76 F

Davis, California

Wednesday, April 17, 2024

Watch and learn (the night sky)

The Quadrantids meteor shower opened the new year with its annual display of ice and rock forming blue and white tails as they approached the sun.

Unlike other meteor showers that peak for a couple of days, the Quadrantids peaked for only about eight hours around Jan. 3. The Quadrantids also came from an asteroid, an unusual source compared to the typical comet. However, those peaking hours were a special time for stargazers, as they could catch a glimpse of as many as two meteors a minute. If you missed this one, the next closest shower will be in April when the Lyrids rain on the northern hemisphere.

January constellations improve as the nights grow late. If being outside in 40 degree weather is acceptable to you, you can catch Orion, the Hunter and Taurus, the Bull around 10 p.m. These constellations contain two of the most brilliant deep sky objects visible to the naked eye.

Deep sky objects, or astronomical objects other than stars or solar system objects (e.g. galaxies, nebulae, star clusters), are typically very faint and require binoculars or telescopes to resolve. The Orion Nebula below the Orion belt is a spectacular exception. Its blue-green hue is visible on particularly clear nights. The Pleiades, an open star cluster in Taurus, shines collectively brighter than Polaris, the North Star.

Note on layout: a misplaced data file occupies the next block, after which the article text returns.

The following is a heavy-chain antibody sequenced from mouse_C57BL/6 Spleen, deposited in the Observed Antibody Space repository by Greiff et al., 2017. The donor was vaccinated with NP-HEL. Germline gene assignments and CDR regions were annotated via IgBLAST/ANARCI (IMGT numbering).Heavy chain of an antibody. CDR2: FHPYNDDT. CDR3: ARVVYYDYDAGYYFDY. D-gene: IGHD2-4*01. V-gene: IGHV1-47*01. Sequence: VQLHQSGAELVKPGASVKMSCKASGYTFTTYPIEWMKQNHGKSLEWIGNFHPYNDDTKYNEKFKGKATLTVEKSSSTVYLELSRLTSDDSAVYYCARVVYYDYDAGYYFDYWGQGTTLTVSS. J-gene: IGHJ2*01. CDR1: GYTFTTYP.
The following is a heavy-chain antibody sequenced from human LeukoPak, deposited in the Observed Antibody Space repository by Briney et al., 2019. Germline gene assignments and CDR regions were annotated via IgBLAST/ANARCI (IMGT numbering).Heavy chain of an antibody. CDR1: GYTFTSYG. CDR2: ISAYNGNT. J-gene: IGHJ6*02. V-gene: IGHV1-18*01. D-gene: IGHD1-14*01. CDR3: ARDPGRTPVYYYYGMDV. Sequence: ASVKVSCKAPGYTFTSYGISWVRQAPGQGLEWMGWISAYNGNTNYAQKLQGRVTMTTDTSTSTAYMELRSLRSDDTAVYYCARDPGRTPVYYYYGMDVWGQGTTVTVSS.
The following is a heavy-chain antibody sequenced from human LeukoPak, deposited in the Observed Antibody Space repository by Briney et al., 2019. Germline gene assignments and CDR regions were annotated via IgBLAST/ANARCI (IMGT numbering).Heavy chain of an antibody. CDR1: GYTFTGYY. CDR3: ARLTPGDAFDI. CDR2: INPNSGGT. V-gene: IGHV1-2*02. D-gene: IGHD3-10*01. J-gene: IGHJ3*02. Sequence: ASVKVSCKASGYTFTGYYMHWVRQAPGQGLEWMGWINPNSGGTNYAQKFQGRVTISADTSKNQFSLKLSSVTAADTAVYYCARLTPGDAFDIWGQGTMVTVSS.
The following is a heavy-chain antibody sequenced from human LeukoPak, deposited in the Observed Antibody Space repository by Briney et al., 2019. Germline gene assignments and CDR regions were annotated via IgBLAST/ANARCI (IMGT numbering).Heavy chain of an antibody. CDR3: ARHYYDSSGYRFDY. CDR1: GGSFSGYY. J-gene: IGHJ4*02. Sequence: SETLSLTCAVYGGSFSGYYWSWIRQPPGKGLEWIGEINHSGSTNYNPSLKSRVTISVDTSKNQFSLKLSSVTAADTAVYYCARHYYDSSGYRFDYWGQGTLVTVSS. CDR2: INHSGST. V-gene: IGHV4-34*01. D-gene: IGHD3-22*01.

Auriga, Canis Major and Gemini should also be visible. Canis Major, Orion’s faithful hunting dog, rises with the brightest star in our night sky, Sirius. Sirius is a double star, which means it is actually two stars which are gravitationally bound together. Sirius A, the larger, is twice as massive as our sun and 25 times more luminous. Though not as massive as other stars, it is close enough to Earth that it outshines every other object besides our sun, moon, some planets and the International Space Station. Sirius B, currently a dim white dwarf, used to be the more massive of the duo. It eventually became a red giant before shedding its outer layers and collapsing into its current state. Jupiter is currently the only object other than the Moon that can outshine Sirius. Jupiter accompanies Gemini in its nightly stroll. With a telescope, you can discern its rings and even moons, massive bodies that could have been planets if they weren’t swept in Jupiter’s massive gravitational field.

Eastern horizon (rising constellations):

Southern horizon: at its peak, Sirius never rises above 40 degrees in the sky.


Please enter your comment!
Please enter your name here